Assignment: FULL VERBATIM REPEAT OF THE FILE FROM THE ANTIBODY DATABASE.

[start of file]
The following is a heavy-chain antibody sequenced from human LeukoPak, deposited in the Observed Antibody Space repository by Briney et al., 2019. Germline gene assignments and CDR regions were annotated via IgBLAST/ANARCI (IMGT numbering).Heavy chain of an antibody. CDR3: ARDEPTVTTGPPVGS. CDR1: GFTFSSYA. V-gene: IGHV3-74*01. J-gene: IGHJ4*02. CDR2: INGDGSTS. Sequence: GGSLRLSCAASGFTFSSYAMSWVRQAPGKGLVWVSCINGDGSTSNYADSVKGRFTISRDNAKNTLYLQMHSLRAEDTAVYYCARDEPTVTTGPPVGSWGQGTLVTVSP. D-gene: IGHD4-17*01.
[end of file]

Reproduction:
The following is a heavy-chain antibody sequenced from human LeukoPak, deposited in the Observed Antibody Space repository by Briney et al., 2019. Germline gene assignments and CDR regions were annotated via IgBLAST/ANARCI (IMGT numbering).Heavy chain of an antibody. CDR3: ARDEPTVTTGPPVGS. CDR1: GFTFSSYA. V-gene: IGHV3-74*01. J-gene: IGHJ4*02. CDR2: INGDGSTS. Sequence: GGSLRLSCAASGFTFSSYAMSWVRQAPGKGLVWVSCINGDGSTSNYADSVKGRFTISRDNAKNTLYLQMHSLRAEDTAVYYCARDEPTVTTGPPVGSWGQGTLVTVSP. D-gene: IGHD4-17*01.